• 18 years ago

    The more properties that can be derived from the herb, the better. I don't fear it being too 'strong', unless you mean in terms of alcohol. Dosages given are based on the idea that you have the herb at its strongest and best potency. As for Everclear being that high of a %, it would be too much for most herbs. You add water to the everclear to get it to the % needed. Propolis and some other select herbs like Milk thistle seeds need a much higher percentage of alcohol, so the straight Everclear would be used there, where it wouldn't with, say, Dandelion leaves or flowers. Most people use vodka....but vodka is just water and alcohol already blended. Why pay for water and alcohol? That's the train of thought anyway :) I cant buy it in Florida but it's not illegal to have it shipped in as a gift from another state, need to do that in the future, I just never get around to it LOL

  • 18 years ago

    Actually, if you check the regulations of shipping companies, including the US postal service, you will find that they will not knowingly ship Everclear as it is a flammable liquid.

  • 18 years ago

    i tried and it did not work. another site appeared with a different name. does anyone know a good source for low prices for tincture bottles? thanks, diana

  • 18 years ago

    Hi all herbalist,

    I too am in the process of making my own tinctures, I heard that 80%-100% is the way to go using either the Vodaka or Rum. I can get 80% Vodka and Rum here in Australia but it is very expensive! AUD$48.00 350 ml bottle. the 45% Vodka and Rum is AUD28.00 700ml. I think I will give that a try, as long as my herbs are covered in the vodka, and kept in a dark place and shaken everyday for about two weeks I think I will do ok. It is a much better way than to buy from a shop thats for sure. At least you know what you are putting in your brew.

    Has anyone tried using Vegitable Glycerin to make their tincture? I think it derives from the coconut, but I am not sure. What is the proceedure? I will try and obtain one of those books mentioned thank you for that.

  • 18 years ago

    Lynn I am wondering if you use the entire gallon of echinacea tincture you make each year!! (that's a lot!)

    I also recommend beyond the books in looking locally to see if there's an herbalist who is giving classes...we have an excellent person doing this in my area and that has has been incredibly helpful for me.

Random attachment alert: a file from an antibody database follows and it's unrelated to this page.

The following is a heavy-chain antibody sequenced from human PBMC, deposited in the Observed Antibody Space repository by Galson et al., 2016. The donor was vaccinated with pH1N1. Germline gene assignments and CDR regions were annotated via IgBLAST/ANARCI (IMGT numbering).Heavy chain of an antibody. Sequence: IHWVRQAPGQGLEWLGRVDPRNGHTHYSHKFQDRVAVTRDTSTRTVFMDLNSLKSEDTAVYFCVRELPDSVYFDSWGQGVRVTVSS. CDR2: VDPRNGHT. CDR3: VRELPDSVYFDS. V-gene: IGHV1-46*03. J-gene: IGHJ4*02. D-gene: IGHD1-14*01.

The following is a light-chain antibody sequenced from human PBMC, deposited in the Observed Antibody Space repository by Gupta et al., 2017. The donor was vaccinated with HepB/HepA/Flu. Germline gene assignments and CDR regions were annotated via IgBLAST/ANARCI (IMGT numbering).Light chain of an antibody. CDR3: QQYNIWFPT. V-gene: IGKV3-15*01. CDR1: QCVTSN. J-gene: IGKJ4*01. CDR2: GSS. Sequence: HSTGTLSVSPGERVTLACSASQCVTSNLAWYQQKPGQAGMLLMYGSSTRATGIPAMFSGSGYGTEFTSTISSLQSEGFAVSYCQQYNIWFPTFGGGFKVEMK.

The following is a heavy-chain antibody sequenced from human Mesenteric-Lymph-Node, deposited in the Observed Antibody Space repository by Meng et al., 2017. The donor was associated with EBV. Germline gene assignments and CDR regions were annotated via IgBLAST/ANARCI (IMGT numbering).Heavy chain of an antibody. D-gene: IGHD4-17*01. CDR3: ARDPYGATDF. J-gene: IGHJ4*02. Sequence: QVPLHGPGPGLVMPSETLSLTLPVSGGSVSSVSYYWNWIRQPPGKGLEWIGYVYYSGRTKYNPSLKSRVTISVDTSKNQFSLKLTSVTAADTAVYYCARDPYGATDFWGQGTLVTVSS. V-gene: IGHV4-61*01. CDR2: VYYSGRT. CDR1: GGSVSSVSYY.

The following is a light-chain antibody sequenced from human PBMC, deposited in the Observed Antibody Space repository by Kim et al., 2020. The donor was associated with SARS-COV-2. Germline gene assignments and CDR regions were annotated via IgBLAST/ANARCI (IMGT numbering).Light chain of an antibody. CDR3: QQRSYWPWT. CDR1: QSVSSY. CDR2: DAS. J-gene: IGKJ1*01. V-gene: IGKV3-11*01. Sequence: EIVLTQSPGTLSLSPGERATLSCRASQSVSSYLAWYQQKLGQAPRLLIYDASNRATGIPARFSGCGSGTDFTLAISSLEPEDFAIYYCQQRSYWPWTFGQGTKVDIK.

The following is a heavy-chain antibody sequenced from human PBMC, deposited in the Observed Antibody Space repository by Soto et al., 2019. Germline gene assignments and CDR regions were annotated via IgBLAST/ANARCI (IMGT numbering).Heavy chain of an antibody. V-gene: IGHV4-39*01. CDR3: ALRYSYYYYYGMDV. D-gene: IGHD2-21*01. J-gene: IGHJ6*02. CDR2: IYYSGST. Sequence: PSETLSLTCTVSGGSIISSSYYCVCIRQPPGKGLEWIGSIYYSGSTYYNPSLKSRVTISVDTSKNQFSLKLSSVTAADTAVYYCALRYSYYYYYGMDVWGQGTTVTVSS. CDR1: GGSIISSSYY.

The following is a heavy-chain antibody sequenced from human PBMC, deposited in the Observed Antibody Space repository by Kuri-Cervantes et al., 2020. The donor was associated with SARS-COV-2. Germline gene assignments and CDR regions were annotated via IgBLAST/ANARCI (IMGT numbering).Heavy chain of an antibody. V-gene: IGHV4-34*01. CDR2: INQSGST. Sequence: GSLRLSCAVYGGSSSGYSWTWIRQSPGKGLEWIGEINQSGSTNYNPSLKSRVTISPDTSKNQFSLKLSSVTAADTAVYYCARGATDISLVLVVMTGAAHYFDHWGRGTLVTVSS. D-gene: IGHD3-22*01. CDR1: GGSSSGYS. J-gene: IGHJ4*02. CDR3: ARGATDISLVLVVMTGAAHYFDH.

I would guess everyone has their own basic ways...the herbalist I have had classes from insists that the only way to make a tincture that is of a known strength is to measure the ingredients. To use ratios and to chop the herbs first , measuring them before you then measure the alcohol. That way you will always have the same strength of each herb you opposed to the simplers method of stuffing a jar full and then pouring in alcohol... where for fluffier plant parts you will end up with less plant and more alcohol...and a less strong tincture...or for easily stacked plant parts you could well end up with too strong a tincture.

  • 18 years ago

    There is a place that sometimes carries these bottles and other vials, graduates, etc.and is CHEAP.

    You just have to see what they have in stock and buy them when they have them.

    Here is a link that might be useful: Labwarehouse

  • 18 years ago

    Hi, new member chiming in here!
    For topical applications, I would use olive oil, it's much easier on the skin than alcohol, and has it's own nutritive & emollient properties. And you can easily turn the resulting oil into a salve by melting in some beeswax.
    The simplest method I've found for making a tincture or infused oil is to "fill the jar twice", ie: pack loosely with fresh herb to the top, then fill with menstruum (fancy term for whatever base you're using) I agree Everclear is the best, but you need to research your particular herb to find out the dilution rate with water. Generally I use a 50/50 blend.

    Try sks for bottles

  • 15 years ago

    I boughtNew Tincture bottles on ebay very inexpensively they have the brown amber ones, clear and cobalt blue with droppers

  • 14 years ago


    If using Everclear, how much Everclear (in oz) and how much water (in oz) to get the correct ratio for tincturing Devil's Claw?

    Thank you very much, David

    Here is a link that might be useful: the Pledge

  • 14 years ago

    I always use 100proof vodka - it's just easier then figuring out alcohol content of brandy's etc. and most dosage info is based on a 100% proof.

    I never bother shaking anything - I actually set my calendar reminder and forget about it.

    I generally leave mine about three months in a cabinet in the kitchen.

    Always put enough in the jar to keep the swell factor of the herbs covered. As someone mentioned above - it swells in the jar and you don't want exposed herbs to air above the alcohol.

    I don't heat my tinctures - I do slightly heat my oil extracts to get the air and water out before sealing.

  • 13 years ago

    i would like to know the ratio of milk thistle seeds should be used to make a tincture I have grown my own milk thistle and have 1oz and 4oz jars for tincturing I would appreciate any suggestions please email at

  • 5 years ago
    last modified: 5 years ago

    Sorry to hijack this thread but I'm hoping someone can answer a question of how long a tincture CAN brew and still be . I started a few about 5 years ago, using Vodka. We moved cross nd I forgot about them until now!! Some of them were already strained and others were not. Are they ok to use? All seems fine with seals. They were in a tote, kept in darkness. Nothing growing or funky looking in them. Are they just gonna be super potent? Thoughts?